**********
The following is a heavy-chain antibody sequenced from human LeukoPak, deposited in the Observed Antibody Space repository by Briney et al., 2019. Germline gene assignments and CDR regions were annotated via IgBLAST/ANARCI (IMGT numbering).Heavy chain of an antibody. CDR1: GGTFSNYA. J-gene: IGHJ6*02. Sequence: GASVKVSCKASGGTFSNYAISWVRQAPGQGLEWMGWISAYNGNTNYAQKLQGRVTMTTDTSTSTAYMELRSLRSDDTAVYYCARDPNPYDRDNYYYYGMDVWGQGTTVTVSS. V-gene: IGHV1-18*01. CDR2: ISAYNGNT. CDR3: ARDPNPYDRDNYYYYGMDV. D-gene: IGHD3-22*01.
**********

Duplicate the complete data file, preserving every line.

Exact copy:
The following is a heavy-chain antibody sequenced from human LeukoPak, deposited in the Observed Antibody Space repository by Briney et al., 2019. Germline gene assignments and CDR regions were annotated via IgBLAST/ANARCI (IMGT numbering).Heavy chain of an antibody. CDR1: GGTFSNYA. J-gene: IGHJ6*02. Sequence: GASVKVSCKASGGTFSNYAISWVRQAPGQGLEWMGWISAYNGNTNYAQKLQGRVTMTTDTSTSTAYMELRSLRSDDTAVYYCARDPNPYDRDNYYYYGMDVWGQGTTVTVSS. V-gene: IGHV1-18*01. CDR2: ISAYNGNT. CDR3: ARDPNPYDRDNYYYYGMDV. D-gene: IGHD3-22*01.